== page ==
Aren't you glad your parents didn't raise you to go into the airline business? It's hard to find an industry more loathed, ridiculed and demeaned (all with good reason) than our nation's airlines. The good news is while the flying experience is generally horrible for travelers, many of them feel they've reached a safe haven once they arrive at the front door of a hotel.
This characterization of hotels versus airlines, while intuitive, is also based in fact. The most recent annual American Customer Satisfaction Index was released this morning, and it shows a wide gulf in satisfaction between the lodging and airline industries. Disturbingly, the satisfaction chasm has closed slightly in recent years, hopefully as a sign that air transportation is improving, not that hotels are slipping.
A few numbers: According to the ACSI report, customer satisfaction with hotels is 77 on a scale of 0 to 100, while airlines register a mere 67. Since the inaugural report in 1994, hotels have only improved slightly (from 75 to 77), while customer satisfaction with air travel has fallen from 72 to the base year to this year's 67. Even the U.S. Postal Service kicks airlines' butts, improving from a hideous 61 in 1994 to a respectable 75 today.
Digging further into the data uncovers another unpleasant fact: business travelers, the cash cows of the travel business, are less satisfied with their hotel experience (72) than are leisure travelers (77). And perhaps not surprising, upscale hotels score better, probably due to the higher levels of service and amenities they provide.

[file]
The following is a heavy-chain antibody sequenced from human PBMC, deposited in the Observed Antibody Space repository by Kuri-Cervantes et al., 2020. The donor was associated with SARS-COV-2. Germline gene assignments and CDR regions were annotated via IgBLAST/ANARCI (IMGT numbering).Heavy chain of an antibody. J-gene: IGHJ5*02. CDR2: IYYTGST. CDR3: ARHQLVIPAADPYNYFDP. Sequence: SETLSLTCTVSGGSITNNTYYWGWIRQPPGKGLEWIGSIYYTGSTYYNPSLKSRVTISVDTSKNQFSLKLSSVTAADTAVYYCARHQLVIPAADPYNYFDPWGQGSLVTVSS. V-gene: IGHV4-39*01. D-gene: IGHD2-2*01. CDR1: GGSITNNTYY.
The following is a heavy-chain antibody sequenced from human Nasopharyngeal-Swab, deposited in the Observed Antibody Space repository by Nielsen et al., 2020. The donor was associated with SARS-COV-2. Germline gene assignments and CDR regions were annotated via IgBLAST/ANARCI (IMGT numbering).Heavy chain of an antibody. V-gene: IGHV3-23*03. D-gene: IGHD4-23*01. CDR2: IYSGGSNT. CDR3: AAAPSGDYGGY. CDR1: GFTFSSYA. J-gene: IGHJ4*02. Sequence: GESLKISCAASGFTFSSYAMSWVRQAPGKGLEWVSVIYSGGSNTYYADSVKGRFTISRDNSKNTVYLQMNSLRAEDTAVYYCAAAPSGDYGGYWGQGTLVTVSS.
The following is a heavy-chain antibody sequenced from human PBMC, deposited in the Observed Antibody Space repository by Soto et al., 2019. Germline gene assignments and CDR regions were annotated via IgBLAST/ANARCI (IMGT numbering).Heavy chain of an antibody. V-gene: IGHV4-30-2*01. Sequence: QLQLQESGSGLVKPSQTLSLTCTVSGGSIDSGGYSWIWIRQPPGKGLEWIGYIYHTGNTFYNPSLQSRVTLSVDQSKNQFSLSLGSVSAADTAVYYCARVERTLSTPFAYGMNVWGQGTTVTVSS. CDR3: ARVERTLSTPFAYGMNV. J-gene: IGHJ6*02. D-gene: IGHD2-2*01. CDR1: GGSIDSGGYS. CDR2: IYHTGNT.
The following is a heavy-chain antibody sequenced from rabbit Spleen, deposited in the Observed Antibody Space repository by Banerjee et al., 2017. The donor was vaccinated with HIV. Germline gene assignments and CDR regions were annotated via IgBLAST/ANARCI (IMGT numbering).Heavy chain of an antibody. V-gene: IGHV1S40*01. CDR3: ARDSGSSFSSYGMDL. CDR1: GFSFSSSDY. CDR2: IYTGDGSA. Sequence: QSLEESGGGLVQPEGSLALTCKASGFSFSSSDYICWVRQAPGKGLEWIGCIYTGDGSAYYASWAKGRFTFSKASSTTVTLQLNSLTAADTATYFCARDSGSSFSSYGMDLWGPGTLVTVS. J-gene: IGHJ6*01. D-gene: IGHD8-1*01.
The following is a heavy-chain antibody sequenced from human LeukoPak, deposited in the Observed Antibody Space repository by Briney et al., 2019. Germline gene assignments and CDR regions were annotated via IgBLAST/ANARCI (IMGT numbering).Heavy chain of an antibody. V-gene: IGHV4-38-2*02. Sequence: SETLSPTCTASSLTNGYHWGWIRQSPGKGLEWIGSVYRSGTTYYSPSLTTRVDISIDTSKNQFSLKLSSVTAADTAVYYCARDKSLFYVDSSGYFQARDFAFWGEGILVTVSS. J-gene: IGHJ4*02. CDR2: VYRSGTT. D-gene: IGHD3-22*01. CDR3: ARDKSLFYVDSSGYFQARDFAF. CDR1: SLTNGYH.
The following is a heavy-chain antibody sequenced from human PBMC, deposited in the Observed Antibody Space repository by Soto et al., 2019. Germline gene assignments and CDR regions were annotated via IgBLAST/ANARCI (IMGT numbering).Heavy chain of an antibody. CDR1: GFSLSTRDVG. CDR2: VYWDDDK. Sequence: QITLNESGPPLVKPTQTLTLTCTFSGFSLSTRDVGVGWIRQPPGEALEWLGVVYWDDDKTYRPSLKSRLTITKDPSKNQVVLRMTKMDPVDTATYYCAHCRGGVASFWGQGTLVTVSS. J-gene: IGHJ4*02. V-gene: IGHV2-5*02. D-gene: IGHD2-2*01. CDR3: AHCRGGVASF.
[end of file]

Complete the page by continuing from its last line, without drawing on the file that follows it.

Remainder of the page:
Of course, it's all just noise and numbers unless you stop to think what this kind of study means to you as an owner or operator. It's easy to sit back and laugh at your colleagues toiling in the airline industry, they being hated and ridiculed simultaneously. What's important is to remember the reasons why travelers get that feeling of relief when they check into a hotel following long, arduous and hassle-filled plane trip. They like hotels because of the high levels of personal service, the ease of checking in and out, the comfort, quiet and cleanliness of guestrooms and the lack (for the most part) of hidden fees that gouge customer wallets and psyches at the same time. But these feelings of good will toward a hotel can fade quickly if management doesn't pay attention to both the basics of hospitality and the cutting trends guests want today and in the future.
Many hotels and hotel companies reduced staff at the onset of the recession and have largely resisted hiring these employees back. While that's good for the bottom line, it can affect the levels of personal service even guests at mid-market hotels expect. And what are bigger turnoffs to travelers than televisions with substandard channel offerings, or Internet access that costs $15 a night or doesn't provide the service it promises, or the $5 bottles of water sitting on tabletops taunting weary and thirsty guests?
It's good to revel in our superiority over the airlines, but it can all change quickly. Who would ever believe consumers would one day have positive feelings about the Postal Service?